Canada is slowly reopening with new safety protocols in place, and communities are adapting to the new normal. But for those working on the frontlines, things will continue to be different for quite some time.
In Mississauga, Ontario, grocery and home goods store manager Aaron Murray has faced challenges over the past few months, from staff shortages to customer frustration amid the pandemic. Throughout it all, he maintains a positive attitude and never complains, inspiring his employees — and his family — through this time of uncertainty.
This, coupled with his work ethic, is a reason why his former partner, Carmen Murray, nominated him as an everyday hero. “Aaron doesn’t see himself as being a hero in any of this,” Carmen tells Daily Hive.
She describes Aaron as a regular guy and an incredibly hard worker who loves his daughter and will do whatever it takes to ensure she has what she needs. “I think this is why he’s been working non-stop,” Carmen says.
By working with the public in a busy store, Aaron is at risk of exposure to the coronavirus every day. “He’s been working very hard because he’s very short-staffed. The social distancing rules are mandatory, so he’s got to keep his eye on that,” Carmen explains.
However, she says many customers are still not taking the measures seriously at the store, nor does everyone follow public healthcare directions around spacing and masks. Oftentimes, they get angry at the staff. “I think everybody is just on edge and frustrated,” says Carmen.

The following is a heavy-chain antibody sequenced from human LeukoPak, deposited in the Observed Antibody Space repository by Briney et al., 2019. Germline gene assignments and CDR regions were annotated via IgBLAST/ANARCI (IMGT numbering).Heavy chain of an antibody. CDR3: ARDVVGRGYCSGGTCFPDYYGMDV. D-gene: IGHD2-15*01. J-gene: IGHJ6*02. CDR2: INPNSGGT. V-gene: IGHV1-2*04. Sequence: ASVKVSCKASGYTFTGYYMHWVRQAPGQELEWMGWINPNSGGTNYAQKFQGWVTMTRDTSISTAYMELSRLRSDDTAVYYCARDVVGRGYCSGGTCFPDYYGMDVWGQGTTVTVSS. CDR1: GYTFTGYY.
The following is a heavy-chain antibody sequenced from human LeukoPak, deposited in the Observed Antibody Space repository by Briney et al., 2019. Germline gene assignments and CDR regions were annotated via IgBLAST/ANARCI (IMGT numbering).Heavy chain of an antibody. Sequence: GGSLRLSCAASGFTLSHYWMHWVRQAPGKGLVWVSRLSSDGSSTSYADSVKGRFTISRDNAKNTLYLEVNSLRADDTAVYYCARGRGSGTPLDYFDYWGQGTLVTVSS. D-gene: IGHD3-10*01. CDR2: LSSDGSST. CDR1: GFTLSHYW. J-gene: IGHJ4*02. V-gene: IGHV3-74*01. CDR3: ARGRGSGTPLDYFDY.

The two have a 15-year-old daughter whom Carmen says is missing her friends, and missing going to Blue Jays games with her dad (a huge fan of the team). She also knows what’s going on in the world, and if her mom doesn’t tell her, she’ll Google it.
Since the pandemic began, Carmen says Aaron’s fear of interacting with his daughter has been very real, which is why he is incredibly careful. “My daughter being afraid, knowing that dad is at work, she needs a lot of reassurance from him,” she says.
A typical day for Aaron at work is hectic — something to which many working on the frontlines can relate.
“He’s non-stop, go go go, and oftentimes, doesn’t take his breaks,” Carmen explains. “The staff need more breaks, so he’s got to compensate for staff. He puts every staff member before his needs.”
Aaron usually takes a week’s vacation in May, around the time of his dad’s birthday, but this year he didn’t do that. When he has a day off, he spends a lot of time on the phone and conference calls. In the beginning, this was more frequent as his team was trying to get everything settled.
Despite this, the store manager and father is working through it. “If there was anything that was concerning, he wouldn’t tell me, so he’s just powering through,” says Carmen.
Carmen says Aaron is incredibly witty, and he makes their daughter laugh a lot. The family recently had a social distancing get-together where two special visitors were able to stop by to see them. “There were a lot of tears because we haven’t seen the grandparents since the end of February when we started noticing things,” she says.
Everyone is experiencing the impacts of the pandemic in some way, and Carmen urges Canadians to be mindful when they visit local businesses.
“Every time you go into a store, or a bank, or anywhere where you’re dealing with people who are on the frontlines, just be kind,” she says. “I know everyone’s frustrated and scared, but we’re all in the same boat.”